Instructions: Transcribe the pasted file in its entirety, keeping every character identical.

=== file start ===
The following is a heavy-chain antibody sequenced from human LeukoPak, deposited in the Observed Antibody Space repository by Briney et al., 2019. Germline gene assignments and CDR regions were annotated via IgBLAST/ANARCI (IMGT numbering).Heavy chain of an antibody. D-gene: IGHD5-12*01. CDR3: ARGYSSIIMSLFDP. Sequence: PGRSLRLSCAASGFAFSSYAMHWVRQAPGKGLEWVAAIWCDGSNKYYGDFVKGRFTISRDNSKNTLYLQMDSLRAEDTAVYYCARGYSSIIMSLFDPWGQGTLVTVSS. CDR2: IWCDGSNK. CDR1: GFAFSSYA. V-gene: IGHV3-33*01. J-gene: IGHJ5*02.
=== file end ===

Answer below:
The following is a heavy-chain antibody sequenced from human LeukoPak, deposited in the Observed Antibody Space repository by Briney et al., 2019. Germline gene assignments and CDR regions were annotated via IgBLAST/ANARCI (IMGT numbering).Heavy chain of an antibody. D-gene: IGHD5-12*01. CDR3: ARGYSSIIMSLFDP. Sequence: PGRSLRLSCAASGFAFSSYAMHWVRQAPGKGLEWVAAIWCDGSNKYYGDFVKGRFTISRDNSKNTLYLQMDSLRAEDTAVYYCARGYSSIIMSLFDPWGQGTLVTVSS. CDR2: IWCDGSNK. CDR1: GFAFSSYA. V-gene: IGHV3-33*01. J-gene: IGHJ5*02.